The reunion of former Blind Faith bandmates Eric Clapton and Steve Winwood marks the latest gold brick in Clapton's path down memory lane that has seen the legendary British rock guitarist rekindle some of his most legendary collaborative partnerships in recent years ranging from his old Cream mates Jack Bruce and Ginger Baker to 461 Ocean Boulevard songwriting partner JJ Cale to fellow Yardbirds alumni Jeff Beck, not to mention his 2000 duet album with boyhood hero B.B. King, the worthwhile Riding With The King (which is long overdue for a revisit, at least in my own rotation).
However, in working together again with Winwood, EC seems more alive (sonically speaking) than he has in years. Well, at least from the sound of the reconvened duo's immaculate concert recording from their trio of dates at the fabled Manhattan arena in February of 2008. Maybe it's the sense of extra added love for the material performed at those shows or the genuine impenetrable chemistry these two old mates share together, but Live From Madison Square Garden (released May 19 on WEA/Reprise) arguably stands as Clapton's finest official live release since the 1974 Rainbow Concert album, or at least since his stint as the lead guitarist in George Harrison's band for the late Beatle's long, lost Live in Japan from 1992. It certainly blows away the rather wooden performance he gave on that very MSG stage in 2005 when he got back together with Cream (a reunion commemorated on the CD/DVD release of the trio's stiff performance at the Royal Albert Hall). At least from where I was sitting in the audience on the night I went, those gigs saw Jack Bruce carry the majority of those reunion shows with his fiery vocal delivery and impeccable bass playing while an unhealthy-looking Ginger struggled to keep up the pace on his drum set and Clapton essentially phoned in the riffs for Spoonful" and White Room" with a bored look on his face.
Such is not the case between Winwood and Clapton. Live From Madison Square Garden, released as a two-CD set and a DVD, shows both men sharing equal time on stage and hitting their marks with the enthusiasm and energy of men half their age. Ably supported by a stellar back-up group rounded out by session bassist extraordinaire Willie Weeks, Ian Thomas on drums and Chris Stainton on keyboards, the old friends ramble through the entirety of Side One of the Blind Faith album, highlighted by stellar renditions Presence of the Lord" on disc one and a phenomenally soulful version of Can't Find My Way Home" on the second disc, not to mention BF's cover of Sam Myers' Sleeping in the Ground," a rarity that made its official debut on the 2001 deluxe edition of the super group's 1969 masterpiece.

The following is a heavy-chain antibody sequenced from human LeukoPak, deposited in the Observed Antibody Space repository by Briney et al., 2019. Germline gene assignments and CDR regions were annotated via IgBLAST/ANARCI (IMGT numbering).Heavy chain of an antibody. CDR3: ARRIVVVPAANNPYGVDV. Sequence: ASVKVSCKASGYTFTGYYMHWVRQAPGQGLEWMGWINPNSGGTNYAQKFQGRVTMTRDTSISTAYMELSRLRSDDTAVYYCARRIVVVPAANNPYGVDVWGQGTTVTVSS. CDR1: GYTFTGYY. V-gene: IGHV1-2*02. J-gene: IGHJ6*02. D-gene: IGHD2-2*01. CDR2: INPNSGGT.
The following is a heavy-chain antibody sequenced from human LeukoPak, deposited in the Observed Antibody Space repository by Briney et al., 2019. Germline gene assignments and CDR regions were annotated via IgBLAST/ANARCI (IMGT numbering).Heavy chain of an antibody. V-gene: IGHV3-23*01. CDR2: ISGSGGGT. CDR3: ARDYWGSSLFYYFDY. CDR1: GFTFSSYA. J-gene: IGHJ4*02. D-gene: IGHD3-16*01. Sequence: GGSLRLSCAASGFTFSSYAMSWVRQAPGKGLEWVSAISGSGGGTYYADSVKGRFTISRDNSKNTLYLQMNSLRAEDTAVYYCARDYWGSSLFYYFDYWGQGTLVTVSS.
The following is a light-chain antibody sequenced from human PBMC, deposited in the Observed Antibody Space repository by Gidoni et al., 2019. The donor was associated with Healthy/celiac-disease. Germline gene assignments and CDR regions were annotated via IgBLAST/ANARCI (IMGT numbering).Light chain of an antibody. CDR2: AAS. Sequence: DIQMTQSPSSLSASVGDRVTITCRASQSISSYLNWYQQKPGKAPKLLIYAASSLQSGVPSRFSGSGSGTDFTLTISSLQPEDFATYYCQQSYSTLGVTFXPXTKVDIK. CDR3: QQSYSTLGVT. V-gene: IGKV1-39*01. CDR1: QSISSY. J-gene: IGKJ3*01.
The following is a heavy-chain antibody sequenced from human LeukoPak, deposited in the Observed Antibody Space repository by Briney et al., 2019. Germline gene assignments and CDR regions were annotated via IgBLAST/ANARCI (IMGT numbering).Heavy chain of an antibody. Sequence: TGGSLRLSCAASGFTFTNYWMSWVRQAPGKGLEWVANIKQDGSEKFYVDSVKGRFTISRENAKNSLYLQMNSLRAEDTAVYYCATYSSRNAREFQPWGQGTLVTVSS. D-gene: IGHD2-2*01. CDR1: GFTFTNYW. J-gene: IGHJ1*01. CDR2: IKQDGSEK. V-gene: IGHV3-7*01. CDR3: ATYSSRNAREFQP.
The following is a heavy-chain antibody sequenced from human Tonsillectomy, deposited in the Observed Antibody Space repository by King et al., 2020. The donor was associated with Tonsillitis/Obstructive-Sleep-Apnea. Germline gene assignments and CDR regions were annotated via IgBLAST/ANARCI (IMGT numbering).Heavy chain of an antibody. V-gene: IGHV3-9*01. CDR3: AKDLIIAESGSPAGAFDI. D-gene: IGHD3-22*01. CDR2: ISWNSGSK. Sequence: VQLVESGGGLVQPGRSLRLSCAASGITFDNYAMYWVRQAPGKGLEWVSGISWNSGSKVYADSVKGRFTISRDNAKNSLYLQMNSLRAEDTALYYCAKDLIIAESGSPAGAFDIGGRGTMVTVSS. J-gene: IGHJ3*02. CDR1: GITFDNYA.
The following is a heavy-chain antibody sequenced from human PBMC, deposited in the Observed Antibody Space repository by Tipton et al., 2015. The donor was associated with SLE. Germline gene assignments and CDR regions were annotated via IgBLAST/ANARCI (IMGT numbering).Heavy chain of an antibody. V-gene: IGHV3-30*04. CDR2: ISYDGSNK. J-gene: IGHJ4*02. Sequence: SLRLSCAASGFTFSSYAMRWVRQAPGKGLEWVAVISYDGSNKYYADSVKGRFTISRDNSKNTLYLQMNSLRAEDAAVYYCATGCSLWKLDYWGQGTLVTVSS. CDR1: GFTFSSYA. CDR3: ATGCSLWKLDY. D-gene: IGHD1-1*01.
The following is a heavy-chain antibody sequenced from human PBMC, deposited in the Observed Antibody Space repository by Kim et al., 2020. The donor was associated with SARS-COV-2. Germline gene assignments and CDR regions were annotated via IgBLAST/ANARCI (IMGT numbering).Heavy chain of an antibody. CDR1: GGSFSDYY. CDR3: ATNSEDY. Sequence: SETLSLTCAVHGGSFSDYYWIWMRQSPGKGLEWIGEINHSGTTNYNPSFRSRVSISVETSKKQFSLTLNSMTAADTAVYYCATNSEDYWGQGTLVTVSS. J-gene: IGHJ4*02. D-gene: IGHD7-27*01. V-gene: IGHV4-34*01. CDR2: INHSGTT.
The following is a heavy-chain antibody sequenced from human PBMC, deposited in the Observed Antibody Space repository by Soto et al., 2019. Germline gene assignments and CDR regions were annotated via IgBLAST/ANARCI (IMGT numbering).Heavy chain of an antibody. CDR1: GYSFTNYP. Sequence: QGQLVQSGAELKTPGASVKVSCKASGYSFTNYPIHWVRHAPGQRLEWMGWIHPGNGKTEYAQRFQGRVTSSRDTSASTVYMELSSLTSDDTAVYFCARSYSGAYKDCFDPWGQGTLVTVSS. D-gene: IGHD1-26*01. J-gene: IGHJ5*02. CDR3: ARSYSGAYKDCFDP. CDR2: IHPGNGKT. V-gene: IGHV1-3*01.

Clapton and Winwood round out the show with an apt sampling of their back catalogs, markedly Derek and the Dominoes' Tell The Truth", Clapton's own pair of smash hits in After Midnight" (the original fast version, mind you, not the beer commercial edition) and Cocaine," and Winwood's Traffic anthem Dear Mr. Fantasy" (a big thanks to both Steve and Eric for avoiding their equally dreadful '80s material). They also performed a slew of covers that make up almost a third of this collection, including a buoyant tribute to the late Buddy Miles with a brassy spin through Them Changes," a solo Winwood crooning his way through Ray Charles' Georgia On My Mind" and an ace pair of Jimi Hendrix covers, Little Wing," which Clapton originally took a stab at on Derek and the Dominoes' Layla and other Assorted Love Songs, and a sprawling 16-plus minute jam through Jimi Hendrix's Voodoo Chile" (the Side One version) that features some of the most impassioned blues guitar this writer has heard EC burn through in years. In fact, to get the full effect, you might actually want to pick up the DVD, just so you can watch the master at work for yourself.
Any fan of the classic rock staples that both Clapton and Winwood have provided for three generations will certainly benefit from owning this most exceptional concert album.
I grew up listening to my father's jazz records and listening to the radio. My dad was a musician for many years as a vocalist, bassist and drummer. His two uncles played in the Symphony of Reggio Calabria back in Italy
I grew up listening to my father's jazz records and listening to the radio. My dad was a musician for many years as a vocalist, bassist and drummer. His two uncles played in the Symphony of Reggio Calabria back in Italy. So music and jazz specifically have been a part of me since I was born. I love and perform in all styles of music from around the world. Improvisation in jazz is what drew me in, and still does as well as other genres that feature improvisation. A group of great musicians expressing themselves as one is the hallmark of great jazz and in fact all great music.